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A Halloween Sound Trigger with Raspberry Pi and ArduinoOctober 29, 2012

People have been asking me about interesting applications for the Raspberry Pi, and whether Raspberry Pi is an Arduino killer of some sort. The answer to the second question is no; in fact it is an Arduino augmenter. This blog post answers the first question with another question: how about a Haunted House sound effects machine?

A new revision of the Early Release of Getting Started with Raspberry Pi came out last Friday. I read Matt Richardson’s chapter on using Pygame with the GPIO pins on the Pi, which included a simple Sound Sample player. I adapted his example to work with an Arduino that talks to the Pi over a serial connection; this skeletal (ahem) hookup could easily be incorporated into some sort of Halloween installation. I decided to use Arduino for reading the inputs because out of the box it is more robust and can handle a wider variety of inputs. Also, there are many existing Haunted House triggering demos out in the wild that use Arduino.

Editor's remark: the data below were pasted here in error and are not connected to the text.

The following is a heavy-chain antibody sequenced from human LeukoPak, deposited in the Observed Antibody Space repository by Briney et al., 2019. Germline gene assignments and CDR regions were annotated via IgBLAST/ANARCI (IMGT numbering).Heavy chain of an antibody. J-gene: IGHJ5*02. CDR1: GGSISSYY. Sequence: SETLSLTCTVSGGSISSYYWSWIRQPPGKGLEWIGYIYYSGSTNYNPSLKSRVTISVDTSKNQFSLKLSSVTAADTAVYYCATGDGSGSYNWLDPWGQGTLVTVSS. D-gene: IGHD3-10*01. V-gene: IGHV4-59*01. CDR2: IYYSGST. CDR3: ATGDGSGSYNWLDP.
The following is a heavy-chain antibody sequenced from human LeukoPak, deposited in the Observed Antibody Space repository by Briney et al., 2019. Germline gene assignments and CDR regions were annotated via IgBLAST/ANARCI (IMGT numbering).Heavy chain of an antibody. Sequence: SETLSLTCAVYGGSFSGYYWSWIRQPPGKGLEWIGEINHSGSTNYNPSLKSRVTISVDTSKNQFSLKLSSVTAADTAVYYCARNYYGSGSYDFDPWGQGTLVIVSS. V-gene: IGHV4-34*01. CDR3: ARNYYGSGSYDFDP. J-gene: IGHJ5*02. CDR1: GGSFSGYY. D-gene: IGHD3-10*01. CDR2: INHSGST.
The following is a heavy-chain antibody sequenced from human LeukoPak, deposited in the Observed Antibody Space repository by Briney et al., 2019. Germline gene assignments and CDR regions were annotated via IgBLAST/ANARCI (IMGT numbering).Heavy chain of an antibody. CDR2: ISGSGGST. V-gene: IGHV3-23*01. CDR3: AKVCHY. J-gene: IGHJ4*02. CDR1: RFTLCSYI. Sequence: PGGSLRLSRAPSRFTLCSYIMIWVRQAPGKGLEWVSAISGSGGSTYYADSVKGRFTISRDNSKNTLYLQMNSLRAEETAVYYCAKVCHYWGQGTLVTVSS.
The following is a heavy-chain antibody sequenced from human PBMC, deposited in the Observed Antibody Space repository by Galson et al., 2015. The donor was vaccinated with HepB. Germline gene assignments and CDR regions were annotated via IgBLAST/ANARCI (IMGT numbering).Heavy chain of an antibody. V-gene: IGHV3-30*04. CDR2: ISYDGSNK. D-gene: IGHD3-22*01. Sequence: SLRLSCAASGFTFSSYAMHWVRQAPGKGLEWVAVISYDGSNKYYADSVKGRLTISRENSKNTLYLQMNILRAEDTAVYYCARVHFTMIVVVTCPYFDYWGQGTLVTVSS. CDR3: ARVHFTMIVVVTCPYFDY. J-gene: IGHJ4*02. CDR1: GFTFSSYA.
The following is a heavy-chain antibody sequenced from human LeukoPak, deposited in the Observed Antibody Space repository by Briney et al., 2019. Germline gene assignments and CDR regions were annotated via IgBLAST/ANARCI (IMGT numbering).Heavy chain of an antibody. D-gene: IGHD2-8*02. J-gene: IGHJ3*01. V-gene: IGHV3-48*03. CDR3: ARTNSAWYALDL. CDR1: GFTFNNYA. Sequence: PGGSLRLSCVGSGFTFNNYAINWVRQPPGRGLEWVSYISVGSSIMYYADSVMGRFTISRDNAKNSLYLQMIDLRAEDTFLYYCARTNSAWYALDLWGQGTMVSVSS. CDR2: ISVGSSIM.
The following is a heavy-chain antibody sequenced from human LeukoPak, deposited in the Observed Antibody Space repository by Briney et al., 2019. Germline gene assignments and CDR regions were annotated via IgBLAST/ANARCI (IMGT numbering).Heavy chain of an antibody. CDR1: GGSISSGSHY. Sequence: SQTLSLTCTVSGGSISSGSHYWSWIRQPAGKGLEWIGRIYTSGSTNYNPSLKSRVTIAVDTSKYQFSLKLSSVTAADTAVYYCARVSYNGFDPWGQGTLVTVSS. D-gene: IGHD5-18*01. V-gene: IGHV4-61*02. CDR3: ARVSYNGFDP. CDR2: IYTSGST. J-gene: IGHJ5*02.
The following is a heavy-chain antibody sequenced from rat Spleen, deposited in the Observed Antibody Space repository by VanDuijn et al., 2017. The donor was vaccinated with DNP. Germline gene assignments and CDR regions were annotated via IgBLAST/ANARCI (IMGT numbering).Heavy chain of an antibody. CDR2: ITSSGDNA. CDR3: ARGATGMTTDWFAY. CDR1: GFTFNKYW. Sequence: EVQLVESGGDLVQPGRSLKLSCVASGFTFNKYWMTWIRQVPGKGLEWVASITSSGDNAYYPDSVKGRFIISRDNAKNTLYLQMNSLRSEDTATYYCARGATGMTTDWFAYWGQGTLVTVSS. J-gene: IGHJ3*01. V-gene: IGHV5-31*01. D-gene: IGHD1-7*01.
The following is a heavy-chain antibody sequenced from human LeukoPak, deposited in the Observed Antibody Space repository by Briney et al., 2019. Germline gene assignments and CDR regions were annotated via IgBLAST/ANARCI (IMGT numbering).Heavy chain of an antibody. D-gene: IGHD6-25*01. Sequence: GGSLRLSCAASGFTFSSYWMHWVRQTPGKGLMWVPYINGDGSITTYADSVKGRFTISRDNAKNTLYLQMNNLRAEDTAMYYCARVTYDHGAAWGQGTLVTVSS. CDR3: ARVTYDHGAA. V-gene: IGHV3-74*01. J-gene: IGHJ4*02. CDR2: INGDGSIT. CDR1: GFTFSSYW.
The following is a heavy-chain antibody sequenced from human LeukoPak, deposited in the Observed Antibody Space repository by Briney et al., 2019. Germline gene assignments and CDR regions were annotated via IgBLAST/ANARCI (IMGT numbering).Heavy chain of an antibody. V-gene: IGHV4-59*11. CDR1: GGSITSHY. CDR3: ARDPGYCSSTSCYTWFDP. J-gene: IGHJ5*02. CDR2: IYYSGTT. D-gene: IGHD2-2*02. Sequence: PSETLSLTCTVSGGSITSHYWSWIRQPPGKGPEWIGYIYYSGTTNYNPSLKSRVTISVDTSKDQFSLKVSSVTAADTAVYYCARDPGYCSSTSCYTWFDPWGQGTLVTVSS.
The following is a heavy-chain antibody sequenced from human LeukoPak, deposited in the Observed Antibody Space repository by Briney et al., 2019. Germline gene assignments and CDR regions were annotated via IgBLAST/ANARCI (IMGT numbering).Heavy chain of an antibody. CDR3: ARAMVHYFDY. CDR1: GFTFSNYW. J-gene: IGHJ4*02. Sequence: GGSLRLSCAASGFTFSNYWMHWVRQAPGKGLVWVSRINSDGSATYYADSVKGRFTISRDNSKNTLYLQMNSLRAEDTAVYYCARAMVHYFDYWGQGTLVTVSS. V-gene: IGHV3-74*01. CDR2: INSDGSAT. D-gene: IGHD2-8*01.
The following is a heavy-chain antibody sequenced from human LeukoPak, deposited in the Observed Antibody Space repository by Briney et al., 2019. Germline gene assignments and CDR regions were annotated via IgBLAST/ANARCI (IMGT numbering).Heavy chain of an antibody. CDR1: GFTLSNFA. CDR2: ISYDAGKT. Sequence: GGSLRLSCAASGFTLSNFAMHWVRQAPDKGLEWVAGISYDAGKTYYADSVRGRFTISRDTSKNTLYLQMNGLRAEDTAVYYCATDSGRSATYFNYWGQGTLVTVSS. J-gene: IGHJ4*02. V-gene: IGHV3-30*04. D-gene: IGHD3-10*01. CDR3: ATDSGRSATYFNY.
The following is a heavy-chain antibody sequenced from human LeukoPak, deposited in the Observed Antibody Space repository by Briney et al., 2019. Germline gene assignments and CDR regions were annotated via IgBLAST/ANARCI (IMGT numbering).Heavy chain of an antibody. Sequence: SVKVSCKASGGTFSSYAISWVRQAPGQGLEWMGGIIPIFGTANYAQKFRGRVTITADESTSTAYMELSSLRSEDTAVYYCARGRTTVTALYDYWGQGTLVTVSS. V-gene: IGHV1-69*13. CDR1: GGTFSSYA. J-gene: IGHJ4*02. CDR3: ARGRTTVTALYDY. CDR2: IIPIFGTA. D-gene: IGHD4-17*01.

First, you’ll need to prepare the trigger circuit. The following example uses three toggle switches, but you can replace those with any kind of on/off input. In a haunted house (or porch-based trick-or-treater installation), a PIR sensor would be handy for triggering based on proximity.

Here’s the basic schematic:

The 10k resistors can be replaced by the Arduino’s own internal pull-up resistors, if you know how to do that.

I connected the Arduino to the Raspberry Pi using a USB cable. While I had the Pi hooked into a monitor, I found that I could just plug the Arduino through my Mac keyboard USB connector and it got enough power from that to work. If you have an older Raspberry Pi with polyfuses limiting the power on the USB port (check to see if you have 2 little green fuses marked “1104″ next to the USB ports), you may need an external hub, or run the Pi headless to free up a USB port.

You’ll also need some sound files to play. I chose three from the Internet Archive: a generic scream, a Wilhelm Scream, and the classic Castle Thunder sample.

When you press the buttons each sound will play once; Pygame’s mixer will even play all three at the same time if you have multiple trick-or-treaters invading your porch.

Via and source: Make

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